For those of you that do not know, I have signed myself up to live and teach English in the beautiful country of Thailand for the next six months of my life.
With my recent move, a lot of people have been asking me: “How’s Thailand?!”
The simple and honest answer? The struggle is real.
For a while now, I have been debating how to sincerely answer this question and encompass my first month in Thailand into one blog post. This has taken me forever to write because there is no way to describe to you all of the tears shed, laughs had, people met, and memories made in just one post. However, I have tried my best and have decided to present my time here through some very valuable lessons learned.
Culture shock is a real thing
When I moved to Thailand, I learned the true meaning of “culture-shock”. I am not exactly sure what I was expecting when I moved to a developing third-world country, but all I can say is I was not prepared for it. Before I moved here, the past two years of my life involved being sheltered in my fantasy-world European bubble.
My European-bubble was immediately burst once I set foot on Thai soil.
Thailand reminds me of one giant movie-set in the way that it almost doesn’t seem real. There is a different kind of life that fills the streets, and it is hard to explain the vibe. The country as a whole has a very unique mix of beauty and grunge, and I would not call the cities pretty, but raw.
I am not going to get too deep into the culture because I want to dedicate a blog post to this in the future. So until then, I will spare you the details of the various types of pig snouts for sale that I see on a day-to-day basis. I can assure you though, that I am lucky to learn from this culture and that Thai people really do live up to their “Land of Smiles” motto.
Anticipate that everything will not go as planned
In Thailand I’ve found that it’s better to expect and accept that everything will go wrong. A good example of this would be that I was originally told I was going to be placed in Bangkok, teaching high school, and that there would be plenty of westerners in our area.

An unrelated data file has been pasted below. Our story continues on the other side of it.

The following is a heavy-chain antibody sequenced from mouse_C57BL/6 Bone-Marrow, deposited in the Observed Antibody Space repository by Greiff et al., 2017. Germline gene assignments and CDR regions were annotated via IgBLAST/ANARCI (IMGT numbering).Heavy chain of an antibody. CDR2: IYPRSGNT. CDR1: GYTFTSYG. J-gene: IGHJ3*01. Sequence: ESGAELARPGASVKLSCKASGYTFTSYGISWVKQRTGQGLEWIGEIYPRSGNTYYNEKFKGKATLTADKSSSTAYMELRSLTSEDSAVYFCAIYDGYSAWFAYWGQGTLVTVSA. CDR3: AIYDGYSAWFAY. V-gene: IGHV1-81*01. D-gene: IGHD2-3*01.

I quickly learned that I am in the boonies (Minburi district), I am teaching mostly elementary school students (8-11), and there are only 2 other westerners with me. At first the two other girls and I highly debated packing our bags, but the unexpected is slowly turning into a positive. My area is super cute, it’s a cheap taxi ride into Bangkok, and my school is great. Minus one tiny little problem…
Children are both adorable and spawns of satan all over the world
…Thai kids are nuts. I teach 3rd through 11th grade (8-17 year olds), so I have every range of child imaginable. Some angels, most devils. Never in a million years did I expect to miss my students from Spain this much.
Thai students are super shy, so the only time they are quiet is when they are scared to death to answer a question. But once the attention is turned away from them they are running to every corner of the room, jumping up and down or throwing rulers at each other. So, this has developed into a mini day-by-day battle. Some battles victorious, others disastrous. At least they’re cute.
Laughter is the best medicine…
I have probably laughed more my past month in Thailand than the past year of my life. Since so many things are out of our control, I’ve found its better to have a good sense of humor and roll with it.
Some of my personal favorite moments:
- Having to lead a song in front of 500 students and their parents